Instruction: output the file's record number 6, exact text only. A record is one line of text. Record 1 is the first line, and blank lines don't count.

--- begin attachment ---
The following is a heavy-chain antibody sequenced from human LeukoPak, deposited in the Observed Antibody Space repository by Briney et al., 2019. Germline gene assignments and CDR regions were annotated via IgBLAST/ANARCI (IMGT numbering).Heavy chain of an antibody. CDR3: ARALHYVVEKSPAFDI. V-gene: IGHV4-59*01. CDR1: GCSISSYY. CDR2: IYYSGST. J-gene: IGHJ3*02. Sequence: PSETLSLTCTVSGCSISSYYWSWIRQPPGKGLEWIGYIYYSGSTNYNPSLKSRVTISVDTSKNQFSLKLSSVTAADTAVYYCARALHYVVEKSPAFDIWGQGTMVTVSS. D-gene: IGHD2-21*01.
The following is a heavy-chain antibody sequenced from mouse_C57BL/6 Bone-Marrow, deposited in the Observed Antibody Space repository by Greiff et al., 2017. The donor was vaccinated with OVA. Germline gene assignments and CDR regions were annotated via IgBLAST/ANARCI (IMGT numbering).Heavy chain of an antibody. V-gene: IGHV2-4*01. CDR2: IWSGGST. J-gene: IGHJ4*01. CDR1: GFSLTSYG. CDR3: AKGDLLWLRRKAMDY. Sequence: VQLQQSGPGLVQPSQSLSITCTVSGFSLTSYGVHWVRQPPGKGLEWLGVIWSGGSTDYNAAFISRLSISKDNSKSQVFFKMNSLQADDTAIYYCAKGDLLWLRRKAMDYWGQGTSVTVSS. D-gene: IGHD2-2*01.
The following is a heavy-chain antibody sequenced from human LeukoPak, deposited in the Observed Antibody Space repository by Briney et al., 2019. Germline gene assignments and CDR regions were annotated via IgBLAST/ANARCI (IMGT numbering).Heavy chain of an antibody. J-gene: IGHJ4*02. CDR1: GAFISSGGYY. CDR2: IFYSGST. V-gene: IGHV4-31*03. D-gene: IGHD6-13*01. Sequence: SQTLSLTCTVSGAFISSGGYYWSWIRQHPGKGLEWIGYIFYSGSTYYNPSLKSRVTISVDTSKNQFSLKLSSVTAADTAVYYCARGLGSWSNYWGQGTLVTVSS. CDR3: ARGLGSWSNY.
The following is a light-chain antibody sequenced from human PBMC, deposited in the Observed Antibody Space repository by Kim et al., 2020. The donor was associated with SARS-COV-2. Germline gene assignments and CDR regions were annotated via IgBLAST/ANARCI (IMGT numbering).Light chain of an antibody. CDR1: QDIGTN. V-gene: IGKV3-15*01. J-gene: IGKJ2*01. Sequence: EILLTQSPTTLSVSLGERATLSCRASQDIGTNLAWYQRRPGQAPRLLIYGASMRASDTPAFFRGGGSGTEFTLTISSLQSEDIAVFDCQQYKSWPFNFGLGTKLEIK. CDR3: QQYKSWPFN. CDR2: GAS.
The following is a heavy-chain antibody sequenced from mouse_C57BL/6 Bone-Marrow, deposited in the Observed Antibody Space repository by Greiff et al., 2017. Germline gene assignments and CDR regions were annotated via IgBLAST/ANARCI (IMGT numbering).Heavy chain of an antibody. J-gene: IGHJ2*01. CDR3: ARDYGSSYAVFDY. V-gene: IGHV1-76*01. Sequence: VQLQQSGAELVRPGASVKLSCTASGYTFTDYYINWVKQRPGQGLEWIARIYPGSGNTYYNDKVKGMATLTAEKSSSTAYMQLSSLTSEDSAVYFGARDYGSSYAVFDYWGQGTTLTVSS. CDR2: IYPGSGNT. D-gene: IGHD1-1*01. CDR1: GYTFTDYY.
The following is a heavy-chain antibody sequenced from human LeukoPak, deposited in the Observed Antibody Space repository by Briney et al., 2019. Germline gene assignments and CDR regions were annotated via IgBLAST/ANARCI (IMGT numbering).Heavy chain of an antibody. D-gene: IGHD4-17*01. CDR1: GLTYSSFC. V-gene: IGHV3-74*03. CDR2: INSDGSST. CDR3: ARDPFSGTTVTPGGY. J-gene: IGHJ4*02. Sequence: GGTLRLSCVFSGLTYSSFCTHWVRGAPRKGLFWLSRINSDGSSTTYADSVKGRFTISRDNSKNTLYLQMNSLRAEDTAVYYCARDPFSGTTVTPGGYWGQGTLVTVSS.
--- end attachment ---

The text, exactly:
The following is a heavy-chain antibody sequenced from human LeukoPak, deposited in the Observed Antibody Space repository by Briney et al., 2019. Germline gene assignments and CDR regions were annotated via IgBLAST/ANARCI (IMGT numbering).Heavy chain of an antibody. D-gene: IGHD4-17*01. CDR1: GLTYSSFC. V-gene: IGHV3-74*03. CDR2: INSDGSST. CDR3: ARDPFSGTTVTPGGY. J-gene: IGHJ4*02. Sequence: GGTLRLSCVFSGLTYSSFCTHWVRGAPRKGLFWLSRINSDGSSTTYADSVKGRFTISRDNSKNTLYLQMNSLRAEDTAVYYCARDPFSGTTVTPGGYWGQGTLVTVSS.